One of the more fascinating stories of the LaSalle region was the rediscovery and excavation of this region.
LaSalle Mission Cemetery was blessed and dedicated in 1840. It was founded by the Vincentians–a Catholic religious order. It was nominally under the control of the diocese of Saint Louis. It was in use from 1840 to 1857. The majority of the people interred here were Irish immigrants. There were also a far amount of Germany immigrants. Considering the time it was active, it is a fair assumption that many of the people interred here had worked on the Illinois Michigan Canal in one capacity or other.
The last known burial here was in 1857. This cemetery fell in to disrepair and was forgotten. The site was recently to become veterinary office at 24th and Charters Street in LaSalle, Illinois. During excavation, human remains were found. Subsequently, a voluntary effort was begun to excavate the human remains and re-inter them at Saint Vincent Cemetery.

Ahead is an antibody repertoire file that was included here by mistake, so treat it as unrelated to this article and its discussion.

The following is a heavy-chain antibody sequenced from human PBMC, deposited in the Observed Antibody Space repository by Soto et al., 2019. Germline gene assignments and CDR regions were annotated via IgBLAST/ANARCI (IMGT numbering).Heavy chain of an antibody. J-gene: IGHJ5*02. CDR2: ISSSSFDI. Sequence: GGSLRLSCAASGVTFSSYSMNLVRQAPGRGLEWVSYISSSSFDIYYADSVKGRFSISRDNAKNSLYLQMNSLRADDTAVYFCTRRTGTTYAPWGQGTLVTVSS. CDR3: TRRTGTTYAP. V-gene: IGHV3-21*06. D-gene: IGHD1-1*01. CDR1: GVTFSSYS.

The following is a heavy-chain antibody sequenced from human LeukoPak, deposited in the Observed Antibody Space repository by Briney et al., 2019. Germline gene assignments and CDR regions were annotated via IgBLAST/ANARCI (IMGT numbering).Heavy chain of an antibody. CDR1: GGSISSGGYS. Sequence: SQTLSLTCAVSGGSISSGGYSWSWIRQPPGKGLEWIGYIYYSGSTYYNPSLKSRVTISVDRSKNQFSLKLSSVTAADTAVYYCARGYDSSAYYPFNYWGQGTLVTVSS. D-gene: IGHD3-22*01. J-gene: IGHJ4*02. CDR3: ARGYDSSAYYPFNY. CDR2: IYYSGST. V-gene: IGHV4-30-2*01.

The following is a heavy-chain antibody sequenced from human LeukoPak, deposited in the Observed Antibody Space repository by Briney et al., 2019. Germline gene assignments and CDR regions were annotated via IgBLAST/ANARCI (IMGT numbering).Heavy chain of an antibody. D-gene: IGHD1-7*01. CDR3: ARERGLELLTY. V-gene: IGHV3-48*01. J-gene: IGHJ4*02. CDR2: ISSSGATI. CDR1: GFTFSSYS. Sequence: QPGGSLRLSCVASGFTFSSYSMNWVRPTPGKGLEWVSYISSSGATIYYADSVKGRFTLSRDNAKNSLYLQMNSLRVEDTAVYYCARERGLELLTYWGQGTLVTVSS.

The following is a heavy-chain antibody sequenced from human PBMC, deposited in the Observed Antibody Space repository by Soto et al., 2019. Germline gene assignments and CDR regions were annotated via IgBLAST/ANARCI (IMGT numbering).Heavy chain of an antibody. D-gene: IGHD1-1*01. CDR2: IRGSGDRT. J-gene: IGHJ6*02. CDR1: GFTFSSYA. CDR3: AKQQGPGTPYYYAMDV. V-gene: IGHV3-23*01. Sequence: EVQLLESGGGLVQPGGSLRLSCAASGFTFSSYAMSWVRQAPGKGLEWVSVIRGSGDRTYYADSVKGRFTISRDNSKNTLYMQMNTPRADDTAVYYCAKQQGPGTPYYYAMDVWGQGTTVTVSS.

John Hurst-a local funeral director had been helping the effort with volunteers. There was also supervision with an archeologist.
The project was completed in April of 2012. The remains of over one thousand individuals were found. They were relocated to 10 grave vaults at Saint Vincent Cemetery.
In June of 2012, Bishop Daniel Jenky and two local priests presided at a grave Site ceremony.
In March of 2013, a granite memorial was installed at the grave Site. The inscription read: The memorial marks the site where the remains of Irish and German immigrants and pioneers were relocated from the LaSalle Mission Cemetery. The LaSalle Mission Cemetery, located approximately one mile south and west of this memorial, was in use between 1840 and 1857.
Many of those buried here died of cholera. The re-internment took place on April 28, 2012.